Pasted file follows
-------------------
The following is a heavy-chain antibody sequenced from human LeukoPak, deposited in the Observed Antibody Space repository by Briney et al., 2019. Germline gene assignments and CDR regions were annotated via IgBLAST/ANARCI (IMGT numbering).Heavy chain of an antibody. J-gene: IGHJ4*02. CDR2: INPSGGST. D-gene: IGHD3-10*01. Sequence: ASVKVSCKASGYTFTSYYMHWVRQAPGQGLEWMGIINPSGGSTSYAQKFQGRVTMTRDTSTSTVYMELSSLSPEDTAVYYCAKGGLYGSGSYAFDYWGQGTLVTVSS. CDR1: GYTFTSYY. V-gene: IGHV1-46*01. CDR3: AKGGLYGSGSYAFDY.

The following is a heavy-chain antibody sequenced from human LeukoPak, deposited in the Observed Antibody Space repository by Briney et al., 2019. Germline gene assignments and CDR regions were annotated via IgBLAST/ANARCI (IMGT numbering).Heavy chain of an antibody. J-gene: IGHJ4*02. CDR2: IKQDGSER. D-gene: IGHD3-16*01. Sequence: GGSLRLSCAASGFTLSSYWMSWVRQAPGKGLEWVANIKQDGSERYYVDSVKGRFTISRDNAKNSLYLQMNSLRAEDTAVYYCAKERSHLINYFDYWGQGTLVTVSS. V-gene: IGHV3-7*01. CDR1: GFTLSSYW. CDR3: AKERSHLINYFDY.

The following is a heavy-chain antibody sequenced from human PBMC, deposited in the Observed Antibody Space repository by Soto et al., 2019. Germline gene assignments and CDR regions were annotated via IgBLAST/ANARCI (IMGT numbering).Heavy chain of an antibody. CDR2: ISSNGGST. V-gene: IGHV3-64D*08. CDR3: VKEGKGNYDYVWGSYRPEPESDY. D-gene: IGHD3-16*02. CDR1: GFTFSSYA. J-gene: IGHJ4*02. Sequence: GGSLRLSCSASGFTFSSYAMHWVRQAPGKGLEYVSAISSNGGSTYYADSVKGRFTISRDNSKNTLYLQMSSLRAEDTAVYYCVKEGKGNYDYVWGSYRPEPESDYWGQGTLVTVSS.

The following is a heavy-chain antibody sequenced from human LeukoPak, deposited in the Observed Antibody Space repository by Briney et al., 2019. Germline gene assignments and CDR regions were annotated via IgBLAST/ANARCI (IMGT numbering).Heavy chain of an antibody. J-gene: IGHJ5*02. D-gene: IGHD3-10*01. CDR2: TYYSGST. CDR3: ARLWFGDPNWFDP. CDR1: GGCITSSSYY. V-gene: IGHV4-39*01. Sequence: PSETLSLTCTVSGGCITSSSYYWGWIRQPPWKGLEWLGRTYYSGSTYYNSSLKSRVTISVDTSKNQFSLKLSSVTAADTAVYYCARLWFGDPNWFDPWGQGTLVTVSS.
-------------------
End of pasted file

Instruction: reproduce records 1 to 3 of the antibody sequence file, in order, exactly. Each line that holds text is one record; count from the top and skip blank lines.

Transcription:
The following is a heavy-chain antibody sequenced from human LeukoPak, deposited in the Observed Antibody Space repository by Briney et al., 2019. Germline gene assignments and CDR regions were annotated via IgBLAST/ANARCI (IMGT numbering).Heavy chain of an antibody. J-gene: IGHJ4*02. CDR2: INPSGGST. D-gene: IGHD3-10*01. Sequence: ASVKVSCKASGYTFTSYYMHWVRQAPGQGLEWMGIINPSGGSTSYAQKFQGRVTMTRDTSTSTVYMELSSLSPEDTAVYYCAKGGLYGSGSYAFDYWGQGTLVTVSS. CDR1: GYTFTSYY. V-gene: IGHV1-46*01. CDR3: AKGGLYGSGSYAFDY.

The following is a heavy-chain antibody sequenced from human LeukoPak, deposited in the Observed Antibody Space repository by Briney et al., 2019. Germline gene assignments and CDR regions were annotated via IgBLAST/ANARCI (IMGT numbering).Heavy chain of an antibody. J-gene: IGHJ4*02. CDR2: IKQDGSER. D-gene: IGHD3-16*01. Sequence: GGSLRLSCAASGFTLSSYWMSWVRQAPGKGLEWVANIKQDGSERYYVDSVKGRFTISRDNAKNSLYLQMNSLRAEDTAVYYCAKERSHLINYFDYWGQGTLVTVSS. V-gene: IGHV3-7*01. CDR1: GFTLSSYW. CDR3: AKERSHLINYFDY.

The following is a heavy-chain antibody sequenced from human PBMC, deposited in the Observed Antibody Space repository by Soto et al., 2019. Germline gene assignments and CDR regions were annotated via IgBLAST/ANARCI (IMGT numbering).Heavy chain of an antibody. CDR2: ISSNGGST. V-gene: IGHV3-64D*08. CDR3: VKEGKGNYDYVWGSYRPEPESDY. D-gene: IGHD3-16*02. CDR1: GFTFSSYA. J-gene: IGHJ4*02. Sequence: GGSLRLSCSASGFTFSSYAMHWVRQAPGKGLEYVSAISSNGGSTYYADSVKGRFTISRDNSKNTLYLQMSSLRAEDTAVYYCVKEGKGNYDYVWGSYRPEPESDYWGQGTLVTVSS.